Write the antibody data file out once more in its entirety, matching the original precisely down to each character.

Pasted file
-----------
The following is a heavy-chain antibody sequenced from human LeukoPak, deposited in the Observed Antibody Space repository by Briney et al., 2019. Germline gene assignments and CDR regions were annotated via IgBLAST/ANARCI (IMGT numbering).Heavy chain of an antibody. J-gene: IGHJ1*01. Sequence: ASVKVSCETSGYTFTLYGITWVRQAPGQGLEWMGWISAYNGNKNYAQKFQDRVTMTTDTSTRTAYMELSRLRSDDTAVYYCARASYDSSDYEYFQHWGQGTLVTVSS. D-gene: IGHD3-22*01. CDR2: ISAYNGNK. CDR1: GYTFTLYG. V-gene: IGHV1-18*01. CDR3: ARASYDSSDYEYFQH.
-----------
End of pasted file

The following is a heavy-chain antibody sequenced from human LeukoPak, deposited in the Observed Antibody Space repository by Briney et al., 2019. Germline gene assignments and CDR regions were annotated via IgBLAST/ANARCI (IMGT numbering).Heavy chain of an antibody. J-gene: IGHJ1*01. Sequence: ASVKVSCETSGYTFTLYGITWVRQAPGQGLEWMGWISAYNGNKNYAQKFQDRVTMTTDTSTRTAYMELSRLRSDDTAVYYCARASYDSSDYEYFQHWGQGTLVTVSS. D-gene: IGHD3-22*01. CDR2: ISAYNGNK. CDR1: GYTFTLYG. V-gene: IGHV1-18*01. CDR3: ARASYDSSDYEYFQH.